By Emma Hinchliffe
November 1, 2018

Nov. 1 marks Latina Equal Pay Day—the extra 10 months and one day Latinx women had to work into 2018 to earn as much money as white men made in 2017 alone.

On average, Latinas are paid 53 cents for every dollar that white, non-Hispanic men make, according to the Labor Council for Latin American Advancement. That 53-cent number shows no improvement from last year, and is in fact worse than other estimates that placed last year’s wage gap at 54 cents to the dollar.

The Latina wage gap is the worst of the wage gaps for women. When averaged all together, women make 80 cents on the dollar, with Equal Pay Day for that discrepancy marked on April 10 this year.

Black Women’s Equal Pay day was in August, at 63 cents on white men’s dollar. Native American women make 57 cents on the dollar, with an equal pay date in late September.

White women make 79 cents on the dollar, just under the 80-cent measure of Equal Pay Day, and Asian women earn 87 cents.

Latina Equal Pay Day arrives near the close of the calendar year, an indicator of how bad that wage gap is. The reasons behind the gulf are varied, from the lack of Latinas in top-paying roles to the overrepresentation of Latinas in low-paying jobs like childcare and hospitality.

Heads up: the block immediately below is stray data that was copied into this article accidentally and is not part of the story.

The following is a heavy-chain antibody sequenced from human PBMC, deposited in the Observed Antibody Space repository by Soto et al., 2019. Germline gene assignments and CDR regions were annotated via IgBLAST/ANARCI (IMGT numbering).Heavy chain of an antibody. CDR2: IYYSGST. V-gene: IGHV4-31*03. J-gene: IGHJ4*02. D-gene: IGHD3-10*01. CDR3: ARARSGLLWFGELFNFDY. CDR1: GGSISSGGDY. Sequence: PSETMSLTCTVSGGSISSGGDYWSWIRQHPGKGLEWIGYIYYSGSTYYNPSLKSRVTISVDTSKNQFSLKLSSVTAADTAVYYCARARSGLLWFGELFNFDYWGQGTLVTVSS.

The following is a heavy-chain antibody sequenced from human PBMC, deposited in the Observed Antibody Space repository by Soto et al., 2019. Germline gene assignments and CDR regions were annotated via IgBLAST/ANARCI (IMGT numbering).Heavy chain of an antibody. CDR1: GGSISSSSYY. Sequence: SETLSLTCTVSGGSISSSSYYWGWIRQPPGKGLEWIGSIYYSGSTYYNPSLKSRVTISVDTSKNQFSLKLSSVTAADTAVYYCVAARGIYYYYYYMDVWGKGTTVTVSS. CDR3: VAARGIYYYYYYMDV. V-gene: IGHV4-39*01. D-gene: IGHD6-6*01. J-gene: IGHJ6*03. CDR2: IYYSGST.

Addressing those challenges and closing the gap will require work year-round—not just on Equal Pay Day, says Jimena Almendares, vice president of global expansion for Intuit and president of the company’s Latinx network.

“It just takes focus, not just one day, but throughout the year,” she says.

It’s a sentiment actress and activist Eva Longoria echoed last year in her op-ed for Fortune.

“I come from a long, proud line of smart, hard-working Mexican-American women, and this injustice strikes deep. So I ask myself: How can we start to address the widespread and enduring gender wage gap problem?” she wrote. “The first step is a cultural shift in which we acknowledge our unconscious biases and, as a society, believe women when they say the wage gap isn’t a matter of personal choice (e.g. taking time to raise children, not asking for a promotion), but rather a symptom of systemic gender discrimination.”

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